Presto 23 Quart Pressure Canner Review

Presto 23 Quart Pressure Canner Review

Ah, canning season is upon us! And while we’re in the middle of a pandemic, to boot! I imagine many of you are trying to wade through a slew of information regarding canning and canning equipment.  I’m here to offer a small bit of help from my personal experience as you consider and research the different types of canners available to you.

You have probably noticed by now that there are canners available for a variety of price ranges. You have the top of the line All American brand that is currently retailing for close to $800 on Amazon, and you have more affordable options like Barton, Presto, and Mirro which will set you back between $80 and $200, depending on the size of your appliance.

You will also have to take into consideration the type of cooktop you own as you come to your decision. Some canners are only compatible with gas or coil-type electric ranges because of the shape of their base or they become too heavy with water and filled jars to sit on a glass cooktop.

Photo courtesy of

Why Did I Initially Choose the Presto 23 Quart Pressure Canner?

  1. Price

When I purchased my canner, it was around $90 on Amazon. I’m seeing higher prices these days with the pandemic and canning supply shortages, but it seems to be in the $120 – $140 price range, which is on the lower end of the spectrum.

  1. Compatible with a Glass Top Range

I have a glass smooth top electric range, so a pressure canner isn’t going to do me much good if I can’t use it without fear of damaging my cooktop.

  1. Dual Purpose

When you remove the pressure gauge, this canner doubles as a water bath canner. This saves me from purchasing a second kitchen gadget that is stored away for the greater part of the year!

  1. Availability of Parts

Parts like the rubber gasket occasionally need to be replaced, and pressure gauges and vent covers can fall on the floor and break (guess who has done this already). You can easily find these parts on Amazon for low prices, or you can look up the part on Presto’s website. Since Presto is already a fairly popular brand, many brick and mortar stores that sell pressure canners will have replacement parts on hand, as well.

  1. Capacity

I went with the 23 quart size because I really like food and knew I would probably be processing large batches once I established my garden, so opted for the larger size. The canner only comes with 1 canning rack, but if you purchase a second rack so you can double stack, the full capacity is 26 half pints, 20 pints, and 7 quarts (quarts cannot be double stacked, though, they’re too tall). For water bath canning, double stacking isn’t recommended, however, just because of how heavy the canner becomes with water and filled jars.

Photo of the canner interior to give you an idea of the size. You can see half pint jars heating inside.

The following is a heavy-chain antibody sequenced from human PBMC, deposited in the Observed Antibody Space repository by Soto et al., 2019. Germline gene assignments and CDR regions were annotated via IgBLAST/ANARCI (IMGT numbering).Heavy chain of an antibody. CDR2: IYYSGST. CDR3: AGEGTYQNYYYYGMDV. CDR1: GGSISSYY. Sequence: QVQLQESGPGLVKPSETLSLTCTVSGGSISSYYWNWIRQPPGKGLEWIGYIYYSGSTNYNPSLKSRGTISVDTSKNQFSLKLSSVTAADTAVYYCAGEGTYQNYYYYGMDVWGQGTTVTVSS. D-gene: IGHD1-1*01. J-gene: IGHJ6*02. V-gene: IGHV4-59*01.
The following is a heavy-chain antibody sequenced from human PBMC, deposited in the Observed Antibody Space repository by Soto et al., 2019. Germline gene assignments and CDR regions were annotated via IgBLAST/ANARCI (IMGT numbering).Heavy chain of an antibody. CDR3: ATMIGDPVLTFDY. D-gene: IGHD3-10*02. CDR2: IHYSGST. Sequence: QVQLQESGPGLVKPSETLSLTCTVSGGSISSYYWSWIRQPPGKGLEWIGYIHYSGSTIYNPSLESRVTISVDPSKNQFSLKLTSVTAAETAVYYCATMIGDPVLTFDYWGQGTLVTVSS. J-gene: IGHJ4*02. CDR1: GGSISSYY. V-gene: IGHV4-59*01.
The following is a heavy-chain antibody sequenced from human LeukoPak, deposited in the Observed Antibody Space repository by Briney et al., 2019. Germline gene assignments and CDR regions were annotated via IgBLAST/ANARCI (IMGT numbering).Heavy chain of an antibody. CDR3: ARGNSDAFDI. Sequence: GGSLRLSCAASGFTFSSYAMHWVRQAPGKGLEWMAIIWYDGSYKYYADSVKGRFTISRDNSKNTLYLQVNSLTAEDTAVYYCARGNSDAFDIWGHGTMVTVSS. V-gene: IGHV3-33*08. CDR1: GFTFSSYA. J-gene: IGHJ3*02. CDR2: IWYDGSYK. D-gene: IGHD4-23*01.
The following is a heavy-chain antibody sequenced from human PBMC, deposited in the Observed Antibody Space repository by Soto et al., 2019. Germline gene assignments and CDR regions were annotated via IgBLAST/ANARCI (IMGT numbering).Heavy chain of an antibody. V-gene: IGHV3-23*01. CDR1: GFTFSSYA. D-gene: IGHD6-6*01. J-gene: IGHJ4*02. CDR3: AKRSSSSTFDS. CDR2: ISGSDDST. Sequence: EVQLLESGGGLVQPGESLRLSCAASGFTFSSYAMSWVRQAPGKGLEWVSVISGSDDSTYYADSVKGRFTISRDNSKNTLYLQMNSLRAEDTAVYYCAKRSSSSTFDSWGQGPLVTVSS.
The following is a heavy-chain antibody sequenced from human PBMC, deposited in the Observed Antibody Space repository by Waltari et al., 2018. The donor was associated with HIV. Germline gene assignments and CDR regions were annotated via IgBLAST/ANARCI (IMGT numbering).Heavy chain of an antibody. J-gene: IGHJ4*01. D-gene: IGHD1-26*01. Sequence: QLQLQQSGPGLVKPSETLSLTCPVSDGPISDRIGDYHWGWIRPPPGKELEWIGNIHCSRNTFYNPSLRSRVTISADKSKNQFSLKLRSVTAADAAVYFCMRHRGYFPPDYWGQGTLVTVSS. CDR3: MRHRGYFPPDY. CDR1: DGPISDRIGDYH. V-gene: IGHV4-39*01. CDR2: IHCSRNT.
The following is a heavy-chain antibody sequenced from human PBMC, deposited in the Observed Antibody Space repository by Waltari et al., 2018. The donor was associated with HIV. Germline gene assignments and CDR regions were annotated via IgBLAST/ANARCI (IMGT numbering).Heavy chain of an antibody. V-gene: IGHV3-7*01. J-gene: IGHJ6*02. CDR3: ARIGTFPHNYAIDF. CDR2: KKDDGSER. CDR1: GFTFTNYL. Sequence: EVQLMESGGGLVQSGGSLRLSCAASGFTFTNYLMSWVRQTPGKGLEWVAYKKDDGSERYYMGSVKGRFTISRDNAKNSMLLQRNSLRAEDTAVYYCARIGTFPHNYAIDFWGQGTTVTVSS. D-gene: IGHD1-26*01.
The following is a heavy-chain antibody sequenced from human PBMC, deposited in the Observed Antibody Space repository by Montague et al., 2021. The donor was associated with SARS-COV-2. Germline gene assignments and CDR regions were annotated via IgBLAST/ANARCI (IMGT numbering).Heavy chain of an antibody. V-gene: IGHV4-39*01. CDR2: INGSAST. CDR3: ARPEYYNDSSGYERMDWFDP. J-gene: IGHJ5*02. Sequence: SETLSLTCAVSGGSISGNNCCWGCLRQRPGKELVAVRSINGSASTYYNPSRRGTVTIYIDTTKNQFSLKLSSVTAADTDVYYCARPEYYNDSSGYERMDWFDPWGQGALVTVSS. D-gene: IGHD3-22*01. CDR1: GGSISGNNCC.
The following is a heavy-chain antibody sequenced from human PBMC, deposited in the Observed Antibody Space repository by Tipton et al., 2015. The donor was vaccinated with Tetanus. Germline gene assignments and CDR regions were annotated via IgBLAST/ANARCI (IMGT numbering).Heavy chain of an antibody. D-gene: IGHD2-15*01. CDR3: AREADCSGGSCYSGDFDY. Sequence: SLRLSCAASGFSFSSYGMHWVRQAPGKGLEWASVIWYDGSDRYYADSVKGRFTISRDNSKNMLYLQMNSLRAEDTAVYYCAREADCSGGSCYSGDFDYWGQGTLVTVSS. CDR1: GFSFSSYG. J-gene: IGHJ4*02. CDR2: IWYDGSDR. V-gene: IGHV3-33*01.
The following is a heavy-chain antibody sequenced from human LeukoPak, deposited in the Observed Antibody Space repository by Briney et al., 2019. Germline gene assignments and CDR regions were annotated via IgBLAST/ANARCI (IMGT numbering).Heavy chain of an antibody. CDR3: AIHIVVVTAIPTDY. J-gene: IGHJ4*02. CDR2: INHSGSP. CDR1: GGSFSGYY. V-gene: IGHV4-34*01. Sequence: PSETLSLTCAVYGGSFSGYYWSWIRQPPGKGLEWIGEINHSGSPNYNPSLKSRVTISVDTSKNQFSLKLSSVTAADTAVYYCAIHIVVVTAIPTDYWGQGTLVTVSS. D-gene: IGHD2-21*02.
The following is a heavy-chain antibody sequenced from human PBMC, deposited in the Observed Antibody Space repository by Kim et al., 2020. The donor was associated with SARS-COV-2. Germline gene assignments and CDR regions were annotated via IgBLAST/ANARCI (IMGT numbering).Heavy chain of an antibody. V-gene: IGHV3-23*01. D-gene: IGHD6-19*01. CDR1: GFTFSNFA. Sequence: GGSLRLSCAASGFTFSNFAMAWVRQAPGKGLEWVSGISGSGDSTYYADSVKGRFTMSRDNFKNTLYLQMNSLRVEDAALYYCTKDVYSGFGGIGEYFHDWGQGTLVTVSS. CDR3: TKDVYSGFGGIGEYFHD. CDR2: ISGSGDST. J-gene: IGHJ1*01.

What are the Pros?

This was my first pressure canner, so I wanted something uncomplicated. Setting it up is simple. Just attach the pressure gauge with a nut and washer, and the steam vent cover pops on and off without fuss. The only other moving part is the lid itself, which you drop on by lining up the arrows on the lid and the canner’s handles and twisting to lock. There’s only 3 parts you have to worry about.

The instruction manual is clear on how to operate the canner. I would suggest reading it before you get started, and keep it handy as you process for a quick reference if the steps get muddled. If you misplace the instruction manual, a quick google search will bring up Presto’s instruction manual lookup page.

Once you have read the manual, operation is easy. On my electric cooktop, bringing it up to pressure takes around ten minutes using my largest burner, on which the canner fits with a tiny overlap. Some people using electric ranges complain that they struggle to keep the pressure where it needs to be for the entire processing time, but so far I haven’t had issues with this. Generally, I bring the canner up to pressure on high, and when it is one to two pounds below where I need it to be, I turn the burner to as low as it will go. From there I only need to make small adjustments to keep it at the correct pressure.

I should note, I have a new Whirlpool range that was purchased less than a year ago. Older electric range models might not be able to heat as consistently as newer models. You can test your range by boiling a pot of water and see if it maintains a steady, roiling boil for a common processing time…say 30-40 minutes. If the pot of water frequently stops boiling, you might have trouble maintaining pressure. You should also make sure your glass top can handle the weight of the canner by contacting your manufacturer or looking up the model number online.

The canner can water bath or pressure can 7 quart jars at a time.

What are the Cons?

So far, very little about this pressure canner has bothered me. I should mention, however, that because it is aluminum, the inside turns dark and shows water lines. This isn’t a big deal to me. It’s the price of having a canner light enough to can on a smooth top range. It’s a little over ten pounds, empty.

It’s also large and ungainly, which can make it difficult to clean if you have a shallow kitchen sink. You can…well, deal with it for the advantage of being able to can large amounts of food at one time, or choose a smaller size.


Whether you’re a new or experienced canner, the Presto 23 Quart Pressure Canner is a great option, especially if you’re on a budget or use a smooth top range. It performs the same task as higher end and more expensive models, but at a quarter of the cost.

Pressure canned Tomato Soup and water bath canned Roasted Red Pepper Spread
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This Post Has One Comment

  1. Debra J. Neisen

    amazing Kelsey. Keep it coming

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